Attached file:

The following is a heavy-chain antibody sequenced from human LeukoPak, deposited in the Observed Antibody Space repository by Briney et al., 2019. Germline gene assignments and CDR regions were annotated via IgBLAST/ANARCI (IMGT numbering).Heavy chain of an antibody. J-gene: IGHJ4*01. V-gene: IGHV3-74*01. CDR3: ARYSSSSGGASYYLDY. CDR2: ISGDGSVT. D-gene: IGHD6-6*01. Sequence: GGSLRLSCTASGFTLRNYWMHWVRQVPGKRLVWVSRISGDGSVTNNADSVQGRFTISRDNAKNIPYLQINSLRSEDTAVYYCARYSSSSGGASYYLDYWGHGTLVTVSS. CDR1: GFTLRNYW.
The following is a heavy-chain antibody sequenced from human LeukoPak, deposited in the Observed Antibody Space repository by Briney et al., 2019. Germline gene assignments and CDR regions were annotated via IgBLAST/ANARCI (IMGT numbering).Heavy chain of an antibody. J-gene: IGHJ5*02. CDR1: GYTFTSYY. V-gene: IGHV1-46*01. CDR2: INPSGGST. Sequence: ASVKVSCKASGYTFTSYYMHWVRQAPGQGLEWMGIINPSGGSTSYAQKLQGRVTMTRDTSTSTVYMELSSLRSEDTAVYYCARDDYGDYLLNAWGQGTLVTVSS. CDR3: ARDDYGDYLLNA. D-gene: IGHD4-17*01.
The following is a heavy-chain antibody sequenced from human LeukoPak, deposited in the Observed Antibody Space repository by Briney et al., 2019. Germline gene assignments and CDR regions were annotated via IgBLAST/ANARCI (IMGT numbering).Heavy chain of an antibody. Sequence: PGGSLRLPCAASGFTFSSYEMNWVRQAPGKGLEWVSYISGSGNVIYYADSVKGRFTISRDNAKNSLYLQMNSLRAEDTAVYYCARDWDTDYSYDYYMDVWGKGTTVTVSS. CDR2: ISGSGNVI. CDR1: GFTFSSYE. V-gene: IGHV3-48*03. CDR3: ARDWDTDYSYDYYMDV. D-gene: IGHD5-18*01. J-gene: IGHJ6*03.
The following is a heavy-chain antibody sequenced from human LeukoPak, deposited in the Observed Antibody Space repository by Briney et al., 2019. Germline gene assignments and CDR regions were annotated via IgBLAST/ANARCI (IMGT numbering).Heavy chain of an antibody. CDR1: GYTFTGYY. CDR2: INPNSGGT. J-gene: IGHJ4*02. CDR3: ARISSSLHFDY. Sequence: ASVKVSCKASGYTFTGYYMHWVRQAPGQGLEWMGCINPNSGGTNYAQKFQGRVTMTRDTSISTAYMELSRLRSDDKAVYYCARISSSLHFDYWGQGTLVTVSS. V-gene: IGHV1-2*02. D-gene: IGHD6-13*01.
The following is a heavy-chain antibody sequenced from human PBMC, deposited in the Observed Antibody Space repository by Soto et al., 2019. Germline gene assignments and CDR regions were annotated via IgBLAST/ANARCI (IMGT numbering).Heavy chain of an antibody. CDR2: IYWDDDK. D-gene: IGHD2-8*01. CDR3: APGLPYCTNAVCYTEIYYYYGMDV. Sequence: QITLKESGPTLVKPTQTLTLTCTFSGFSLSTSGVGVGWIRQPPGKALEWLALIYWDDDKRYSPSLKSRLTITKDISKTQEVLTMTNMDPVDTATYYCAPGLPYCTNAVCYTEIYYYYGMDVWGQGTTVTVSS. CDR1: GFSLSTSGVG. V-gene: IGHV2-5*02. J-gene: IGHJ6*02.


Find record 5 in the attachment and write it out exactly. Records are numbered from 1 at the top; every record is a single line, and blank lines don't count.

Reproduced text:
The following is a heavy-chain antibody sequenced from human PBMC, deposited in the Observed Antibody Space repository by Soto et al., 2019. Germline gene assignments and CDR regions were annotated via IgBLAST/ANARCI (IMGT numbering).Heavy chain of an antibody. CDR2: IYWDDDK. D-gene: IGHD2-8*01. CDR3: APGLPYCTNAVCYTEIYYYYGMDV. Sequence: QITLKESGPTLVKPTQTLTLTCTFSGFSLSTSGVGVGWIRQPPGKALEWLALIYWDDDKRYSPSLKSRLTITKDISKTQEVLTMTNMDPVDTATYYCAPGLPYCTNAVCYTEIYYYYGMDVWGQGTTVTVSS. CDR1: GFSLSTSGVG. V-gene: IGHV2-5*02. J-gene: IGHJ6*02.